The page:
On behalf of the Nova Scotia government, I sincerely apologize to Viola Desmond’s family and to all African-Nova Scotians for the racial discrimination she was subjected to by the justice system in November 1946.
The arrest, detainment, and conviction of Viola Desmond is an example in our history where the law was used to perpetuate racism and racial segregation – this is contrary to the values of Canadian society. We recognize today that the act for which Viola Desmond was arrested, was an act of courage, not an offence.
Excerpt from official apology by Nova Scotia Premier, Darrell Dexter, on April 15, 2010.
On November 8, 1946, Viola Davis Desmond, a 32-year-old African-Canadian businesswoman, was arrested at the Roseland Theatre in New Glasgow, Nova Scotia. Desmond was a successful entrepreneur and owner of a beauty parlour and beauty school. This kind of business success was almost unheard of for women in Canada at the time and especially for African-Canadian women.
On November 8, 1946, Desmond was traveling on business from her Halifax, Nova Scotia home when she experienced car trouble in New Glasgow, Nova Scotia. She took her car to a garage and while the car was being repaired, decided to see a movie at the Roseland Theatre.
She bought a ticket for the main floor of the theatre, went in and sat down. She was unaware of the theatre’s policy that the main floor was a “Whites only” seating area because, unlike the blatant White supremacist Jim Crow laws of the U.S., there were no “Whites” and “coloured” signs posted and she did not know that African-Canadians were relegated to the balcony.
When Desmond was ordered to move, she replied that she could not see from the balcony, that she had paid to sit on the main floor and that she would not move. The manager left the theatre and came back with a policeman. Together, the two burly White men dragged the slim, 4’11” Desmond into the street, injuring her in the process.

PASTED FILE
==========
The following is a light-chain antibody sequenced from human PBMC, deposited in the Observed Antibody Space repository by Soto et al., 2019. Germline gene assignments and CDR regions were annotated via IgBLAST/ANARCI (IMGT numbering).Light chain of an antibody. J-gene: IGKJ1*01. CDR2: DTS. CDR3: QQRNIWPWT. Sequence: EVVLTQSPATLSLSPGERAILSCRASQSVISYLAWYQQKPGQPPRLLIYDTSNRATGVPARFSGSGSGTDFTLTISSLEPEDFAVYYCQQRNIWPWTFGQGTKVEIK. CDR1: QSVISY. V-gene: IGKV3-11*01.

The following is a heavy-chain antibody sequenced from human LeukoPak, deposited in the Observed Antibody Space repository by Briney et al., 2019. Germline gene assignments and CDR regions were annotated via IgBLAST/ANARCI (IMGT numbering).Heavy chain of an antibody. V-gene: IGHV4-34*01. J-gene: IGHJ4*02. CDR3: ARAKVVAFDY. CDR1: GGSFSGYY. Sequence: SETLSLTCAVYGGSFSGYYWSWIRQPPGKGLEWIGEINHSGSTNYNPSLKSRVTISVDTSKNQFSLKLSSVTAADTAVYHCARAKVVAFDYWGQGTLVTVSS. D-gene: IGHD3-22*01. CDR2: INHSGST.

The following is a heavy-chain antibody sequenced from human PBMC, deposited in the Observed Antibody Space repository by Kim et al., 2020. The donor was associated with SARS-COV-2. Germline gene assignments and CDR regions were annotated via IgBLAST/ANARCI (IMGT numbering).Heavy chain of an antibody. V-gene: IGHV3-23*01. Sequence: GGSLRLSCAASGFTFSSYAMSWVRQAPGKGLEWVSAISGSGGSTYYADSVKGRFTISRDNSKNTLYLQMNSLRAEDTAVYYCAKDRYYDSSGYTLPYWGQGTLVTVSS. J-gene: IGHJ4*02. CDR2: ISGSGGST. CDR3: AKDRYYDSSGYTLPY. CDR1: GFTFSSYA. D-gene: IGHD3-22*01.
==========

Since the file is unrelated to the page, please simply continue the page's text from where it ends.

The White supremacist culture in Canada is much more subtle than in the U.S. and Desmond was charged with defrauding the government of one cent instead of the real charge which was “sitting in the White people’s section” of the cinema.
She spent the night in jail in the same block as male prisoners. The next morning, she was tried and found guilty of tax evasion. She was found guilty of not having paid the entertainment tax (one cent) that was the difference between the “White” section and the “coloured” section of the cinema.
The White woman who sold her the ticket denied Desmond’s request to purchase a ticket for the first floor. Instead, she sold Desmond a ticket for the balcony. The sentence was 30 days in jail or a fine of $20, plus $6 to the manager of the theatre, one of the two men who had injured her as he dragged her out of the cinema the night before.
Desmond paid the fine and subsequently challenged the guilty verdict in the Supreme Court of Nova Scotia. She was supported in her struggle for justice by fellow African-Canadian and civil rights activist, Carrie Best, who publicized the case in The Clarion newspaper. The Clarion was established in 1946 by Best and was the first African-Canadian owned and published newspaper in Nova Scotia.
In spite of their efforts and the support of the Nova Scotia Association for the Advancement of Coloured People (NSAACP), the Supreme Court of Nova Scotia upheld the guilty verdict. Desmond remained guilty of defrauding the government of one cent until April 15, 2010, when she was granted a posthumous pardon.